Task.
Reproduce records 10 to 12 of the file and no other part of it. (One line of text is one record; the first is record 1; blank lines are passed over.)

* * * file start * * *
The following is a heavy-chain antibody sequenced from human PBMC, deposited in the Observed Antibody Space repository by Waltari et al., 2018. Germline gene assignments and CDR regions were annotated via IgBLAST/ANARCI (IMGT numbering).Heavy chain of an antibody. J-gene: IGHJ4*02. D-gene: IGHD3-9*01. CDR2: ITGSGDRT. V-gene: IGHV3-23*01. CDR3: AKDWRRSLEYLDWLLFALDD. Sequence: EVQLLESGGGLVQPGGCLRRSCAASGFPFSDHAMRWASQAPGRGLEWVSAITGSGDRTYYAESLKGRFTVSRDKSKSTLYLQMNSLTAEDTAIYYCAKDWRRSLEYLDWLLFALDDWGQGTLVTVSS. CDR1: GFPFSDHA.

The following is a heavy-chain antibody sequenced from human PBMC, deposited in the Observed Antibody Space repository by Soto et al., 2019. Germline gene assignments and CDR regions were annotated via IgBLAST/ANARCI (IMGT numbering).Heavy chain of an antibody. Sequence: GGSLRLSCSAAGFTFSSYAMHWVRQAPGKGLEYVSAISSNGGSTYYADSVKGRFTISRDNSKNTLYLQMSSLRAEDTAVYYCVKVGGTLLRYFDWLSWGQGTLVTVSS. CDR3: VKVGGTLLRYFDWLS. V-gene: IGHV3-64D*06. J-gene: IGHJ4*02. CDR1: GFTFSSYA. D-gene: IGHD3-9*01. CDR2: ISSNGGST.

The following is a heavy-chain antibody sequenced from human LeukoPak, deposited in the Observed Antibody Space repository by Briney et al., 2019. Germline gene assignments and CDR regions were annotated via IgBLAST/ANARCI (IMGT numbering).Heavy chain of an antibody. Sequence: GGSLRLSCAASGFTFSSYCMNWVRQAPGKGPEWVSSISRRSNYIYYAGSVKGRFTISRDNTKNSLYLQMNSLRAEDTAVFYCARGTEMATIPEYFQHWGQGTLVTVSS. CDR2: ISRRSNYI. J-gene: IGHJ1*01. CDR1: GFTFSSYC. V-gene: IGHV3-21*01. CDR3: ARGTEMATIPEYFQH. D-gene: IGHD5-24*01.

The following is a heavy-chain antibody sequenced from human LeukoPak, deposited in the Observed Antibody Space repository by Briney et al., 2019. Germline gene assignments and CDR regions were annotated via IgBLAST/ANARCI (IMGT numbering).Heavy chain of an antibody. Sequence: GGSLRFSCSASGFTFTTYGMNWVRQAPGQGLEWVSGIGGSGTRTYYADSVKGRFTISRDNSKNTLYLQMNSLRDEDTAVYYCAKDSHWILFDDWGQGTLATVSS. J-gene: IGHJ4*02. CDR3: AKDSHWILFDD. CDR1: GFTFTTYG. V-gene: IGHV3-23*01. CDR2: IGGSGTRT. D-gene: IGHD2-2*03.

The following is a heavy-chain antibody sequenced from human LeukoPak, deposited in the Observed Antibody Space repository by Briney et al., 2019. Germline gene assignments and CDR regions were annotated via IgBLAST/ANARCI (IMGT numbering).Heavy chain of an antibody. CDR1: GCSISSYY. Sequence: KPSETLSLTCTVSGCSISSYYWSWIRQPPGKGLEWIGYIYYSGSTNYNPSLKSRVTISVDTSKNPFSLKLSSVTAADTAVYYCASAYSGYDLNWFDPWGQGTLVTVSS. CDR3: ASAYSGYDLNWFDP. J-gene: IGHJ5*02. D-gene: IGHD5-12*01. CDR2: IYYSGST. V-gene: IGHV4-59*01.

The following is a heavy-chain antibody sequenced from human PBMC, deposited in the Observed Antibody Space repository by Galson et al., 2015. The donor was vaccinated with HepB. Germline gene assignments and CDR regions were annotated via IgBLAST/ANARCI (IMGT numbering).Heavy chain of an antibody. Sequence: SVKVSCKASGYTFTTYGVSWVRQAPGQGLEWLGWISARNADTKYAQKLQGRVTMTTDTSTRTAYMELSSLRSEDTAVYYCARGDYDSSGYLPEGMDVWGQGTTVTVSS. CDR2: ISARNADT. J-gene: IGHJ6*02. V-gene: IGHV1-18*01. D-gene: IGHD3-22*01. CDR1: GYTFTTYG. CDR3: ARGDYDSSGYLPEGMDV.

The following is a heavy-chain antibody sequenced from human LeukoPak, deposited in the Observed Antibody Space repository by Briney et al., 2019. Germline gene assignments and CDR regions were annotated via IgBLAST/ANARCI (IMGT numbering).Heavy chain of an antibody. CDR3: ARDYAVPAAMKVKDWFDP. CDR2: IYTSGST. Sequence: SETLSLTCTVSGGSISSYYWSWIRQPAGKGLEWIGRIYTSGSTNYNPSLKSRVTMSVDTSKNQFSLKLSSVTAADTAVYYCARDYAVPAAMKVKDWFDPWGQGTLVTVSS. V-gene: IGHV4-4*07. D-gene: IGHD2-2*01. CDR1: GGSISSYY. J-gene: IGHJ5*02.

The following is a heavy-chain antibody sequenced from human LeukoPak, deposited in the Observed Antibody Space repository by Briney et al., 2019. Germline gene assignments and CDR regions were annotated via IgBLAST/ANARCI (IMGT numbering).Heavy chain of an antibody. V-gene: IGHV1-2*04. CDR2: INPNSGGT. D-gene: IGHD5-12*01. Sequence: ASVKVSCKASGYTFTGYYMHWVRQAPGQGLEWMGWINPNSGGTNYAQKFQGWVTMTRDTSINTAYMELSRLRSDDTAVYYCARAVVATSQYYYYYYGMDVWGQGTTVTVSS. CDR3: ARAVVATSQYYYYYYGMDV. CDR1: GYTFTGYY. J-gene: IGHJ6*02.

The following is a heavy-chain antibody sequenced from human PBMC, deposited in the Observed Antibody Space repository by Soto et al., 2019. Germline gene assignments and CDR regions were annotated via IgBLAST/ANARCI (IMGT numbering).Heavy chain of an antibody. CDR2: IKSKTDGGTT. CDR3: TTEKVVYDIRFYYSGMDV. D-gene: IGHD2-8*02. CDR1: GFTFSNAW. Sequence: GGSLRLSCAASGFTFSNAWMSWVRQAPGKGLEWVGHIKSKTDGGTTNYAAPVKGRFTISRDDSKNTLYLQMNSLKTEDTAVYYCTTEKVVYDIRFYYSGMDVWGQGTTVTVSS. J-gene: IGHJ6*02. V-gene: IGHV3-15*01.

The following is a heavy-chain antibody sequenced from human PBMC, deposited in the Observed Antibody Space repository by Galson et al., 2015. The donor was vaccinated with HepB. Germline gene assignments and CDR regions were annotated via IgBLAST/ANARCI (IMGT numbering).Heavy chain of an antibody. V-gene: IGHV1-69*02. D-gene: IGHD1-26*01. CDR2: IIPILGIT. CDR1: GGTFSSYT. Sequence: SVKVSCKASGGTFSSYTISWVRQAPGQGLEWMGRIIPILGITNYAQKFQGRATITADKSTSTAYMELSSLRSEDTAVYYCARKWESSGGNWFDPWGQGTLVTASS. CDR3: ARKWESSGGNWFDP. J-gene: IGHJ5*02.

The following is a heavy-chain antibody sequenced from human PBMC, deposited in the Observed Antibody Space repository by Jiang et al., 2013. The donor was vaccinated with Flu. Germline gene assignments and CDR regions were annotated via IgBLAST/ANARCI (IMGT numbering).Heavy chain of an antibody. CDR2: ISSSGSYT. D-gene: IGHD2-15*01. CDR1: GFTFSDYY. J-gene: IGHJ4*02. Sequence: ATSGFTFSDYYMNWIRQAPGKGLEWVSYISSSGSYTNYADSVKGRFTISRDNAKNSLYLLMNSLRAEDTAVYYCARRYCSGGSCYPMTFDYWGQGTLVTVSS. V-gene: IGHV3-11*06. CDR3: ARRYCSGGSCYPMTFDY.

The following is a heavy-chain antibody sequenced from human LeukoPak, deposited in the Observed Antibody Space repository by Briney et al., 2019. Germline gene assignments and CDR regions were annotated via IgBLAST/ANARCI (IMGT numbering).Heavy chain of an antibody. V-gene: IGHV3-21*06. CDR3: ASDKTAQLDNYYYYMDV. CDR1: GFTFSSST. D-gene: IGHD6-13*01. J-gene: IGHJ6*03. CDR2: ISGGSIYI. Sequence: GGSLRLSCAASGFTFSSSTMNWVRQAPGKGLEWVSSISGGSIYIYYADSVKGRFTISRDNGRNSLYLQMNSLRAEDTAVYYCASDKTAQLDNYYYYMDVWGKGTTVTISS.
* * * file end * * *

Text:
The following is a heavy-chain antibody sequenced from human PBMC, deposited in the Observed Antibody Space repository by Galson et al., 2015. The donor was vaccinated with HepB. Germline gene assignments and CDR regions were annotated via IgBLAST/ANARCI (IMGT numbering).Heavy chain of an antibody. V-gene: IGHV1-69*02. D-gene: IGHD1-26*01. CDR2: IIPILGIT. CDR1: GGTFSSYT. Sequence: SVKVSCKASGGTFSSYTISWVRQAPGQGLEWMGRIIPILGITNYAQKFQGRATITADKSTSTAYMELSSLRSEDTAVYYCARKWESSGGNWFDPWGQGTLVTASS. CDR3: ARKWESSGGNWFDP. J-gene: IGHJ5*02.

The following is a heavy-chain antibody sequenced from human PBMC, deposited in the Observed Antibody Space repository by Jiang et al., 2013. The donor was vaccinated with Flu. Germline gene assignments and CDR regions were annotated via IgBLAST/ANARCI (IMGT numbering).Heavy chain of an antibody. CDR2: ISSSGSYT. D-gene: IGHD2-15*01. CDR1: GFTFSDYY. J-gene: IGHJ4*02. Sequence: ATSGFTFSDYYMNWIRQAPGKGLEWVSYISSSGSYTNYADSVKGRFTISRDNAKNSLYLLMNSLRAEDTAVYYCARRYCSGGSCYPMTFDYWGQGTLVTVSS. V-gene: IGHV3-11*06. CDR3: ARRYCSGGSCYPMTFDY.

The following is a heavy-chain antibody sequenced from human LeukoPak, deposited in the Observed Antibody Space repository by Briney et al., 2019. Germline gene assignments and CDR regions were annotated via IgBLAST/ANARCI (IMGT numbering).Heavy chain of an antibody. V-gene: IGHV3-21*06. CDR3: ASDKTAQLDNYYYYMDV. CDR1: GFTFSSST. D-gene: IGHD6-13*01. J-gene: IGHJ6*03. CDR2: ISGGSIYI. Sequence: GGSLRLSCAASGFTFSSSTMNWVRQAPGKGLEWVSSISGGSIYIYYADSVKGRFTISRDNGRNSLYLQMNSLRAEDTAVYYCASDKTAQLDNYYYYMDVWGKGTTVTISS.